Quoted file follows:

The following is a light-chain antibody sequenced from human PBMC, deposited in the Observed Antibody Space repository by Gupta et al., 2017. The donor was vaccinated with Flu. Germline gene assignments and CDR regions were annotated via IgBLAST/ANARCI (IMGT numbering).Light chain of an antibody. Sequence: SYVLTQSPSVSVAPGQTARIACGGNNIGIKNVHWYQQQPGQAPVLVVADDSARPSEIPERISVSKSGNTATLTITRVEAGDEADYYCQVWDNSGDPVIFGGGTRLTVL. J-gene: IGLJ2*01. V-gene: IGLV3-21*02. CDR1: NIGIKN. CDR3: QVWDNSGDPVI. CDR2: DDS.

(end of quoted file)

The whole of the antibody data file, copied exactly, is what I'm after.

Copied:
The following is a light-chain antibody sequenced from human PBMC, deposited in the Observed Antibody Space repository by Gupta et al., 2017. The donor was vaccinated with Flu. Germline gene assignments and CDR regions were annotated via IgBLAST/ANARCI (IMGT numbering).Light chain of an antibody. Sequence: SYVLTQSPSVSVAPGQTARIACGGNNIGIKNVHWYQQQPGQAPVLVVADDSARPSEIPERISVSKSGNTATLTITRVEAGDEADYYCQVWDNSGDPVIFGGGTRLTVL. J-gene: IGLJ2*01. V-gene: IGLV3-21*02. CDR1: NIGIKN. CDR3: QVWDNSGDPVI. CDR2: DDS.